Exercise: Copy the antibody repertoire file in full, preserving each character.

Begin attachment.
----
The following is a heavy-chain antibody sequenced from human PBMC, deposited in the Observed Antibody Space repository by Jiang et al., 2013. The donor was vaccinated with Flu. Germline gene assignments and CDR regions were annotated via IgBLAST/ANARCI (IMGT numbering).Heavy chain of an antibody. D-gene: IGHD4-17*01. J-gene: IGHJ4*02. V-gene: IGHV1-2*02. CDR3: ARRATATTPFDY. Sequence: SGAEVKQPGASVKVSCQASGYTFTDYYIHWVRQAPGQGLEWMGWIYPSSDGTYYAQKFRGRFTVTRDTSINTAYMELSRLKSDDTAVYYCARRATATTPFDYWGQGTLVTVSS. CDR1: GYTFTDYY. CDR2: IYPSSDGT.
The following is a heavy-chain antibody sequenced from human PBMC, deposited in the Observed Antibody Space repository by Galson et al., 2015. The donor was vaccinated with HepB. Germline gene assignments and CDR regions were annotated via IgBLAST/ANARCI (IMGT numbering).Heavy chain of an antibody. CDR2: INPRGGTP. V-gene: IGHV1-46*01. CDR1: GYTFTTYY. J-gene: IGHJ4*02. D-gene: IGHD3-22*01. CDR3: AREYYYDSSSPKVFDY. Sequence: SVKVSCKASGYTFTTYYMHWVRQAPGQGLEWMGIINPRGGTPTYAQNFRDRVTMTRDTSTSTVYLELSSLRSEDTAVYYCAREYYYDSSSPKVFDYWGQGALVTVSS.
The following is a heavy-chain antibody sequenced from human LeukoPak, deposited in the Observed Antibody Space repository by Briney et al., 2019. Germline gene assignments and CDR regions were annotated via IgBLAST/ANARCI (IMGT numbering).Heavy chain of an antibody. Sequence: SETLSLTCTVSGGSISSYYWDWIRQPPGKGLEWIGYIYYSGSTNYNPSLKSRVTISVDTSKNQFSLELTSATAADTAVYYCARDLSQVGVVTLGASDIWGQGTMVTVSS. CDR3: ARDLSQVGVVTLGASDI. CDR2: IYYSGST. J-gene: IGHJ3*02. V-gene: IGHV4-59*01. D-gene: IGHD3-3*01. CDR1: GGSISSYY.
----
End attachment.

The following is a heavy-chain antibody sequenced from human PBMC, deposited in the Observed Antibody Space repository by Jiang et al., 2013. The donor was vaccinated with Flu. Germline gene assignments and CDR regions were annotated via IgBLAST/ANARCI (IMGT numbering).Heavy chain of an antibody. D-gene: IGHD4-17*01. J-gene: IGHJ4*02. V-gene: IGHV1-2*02. CDR3: ARRATATTPFDY. Sequence: SGAEVKQPGASVKVSCQASGYTFTDYYIHWVRQAPGQGLEWMGWIYPSSDGTYYAQKFRGRFTVTRDTSINTAYMELSRLKSDDTAVYYCARRATATTPFDYWGQGTLVTVSS. CDR1: GYTFTDYY. CDR2: IYPSSDGT.
The following is a heavy-chain antibody sequenced from human PBMC, deposited in the Observed Antibody Space repository by Galson et al., 2015. The donor was vaccinated with HepB. Germline gene assignments and CDR regions were annotated via IgBLAST/ANARCI (IMGT numbering).Heavy chain of an antibody. CDR2: INPRGGTP. V-gene: IGHV1-46*01. CDR1: GYTFTTYY. J-gene: IGHJ4*02. D-gene: IGHD3-22*01. CDR3: AREYYYDSSSPKVFDY. Sequence: SVKVSCKASGYTFTTYYMHWVRQAPGQGLEWMGIINPRGGTPTYAQNFRDRVTMTRDTSTSTVYLELSSLRSEDTAVYYCAREYYYDSSSPKVFDYWGQGALVTVSS.
The following is a heavy-chain antibody sequenced from human LeukoPak, deposited in the Observed Antibody Space repository by Briney et al., 2019. Germline gene assignments and CDR regions were annotated via IgBLAST/ANARCI (IMGT numbering).Heavy chain of an antibody. Sequence: SETLSLTCTVSGGSISSYYWDWIRQPPGKGLEWIGYIYYSGSTNYNPSLKSRVTISVDTSKNQFSLELTSATAADTAVYYCARDLSQVGVVTLGASDIWGQGTMVTVSS. CDR3: ARDLSQVGVVTLGASDI. CDR2: IYYSGST. J-gene: IGHJ3*02. V-gene: IGHV4-59*01. D-gene: IGHD3-3*01. CDR1: GGSISSYY.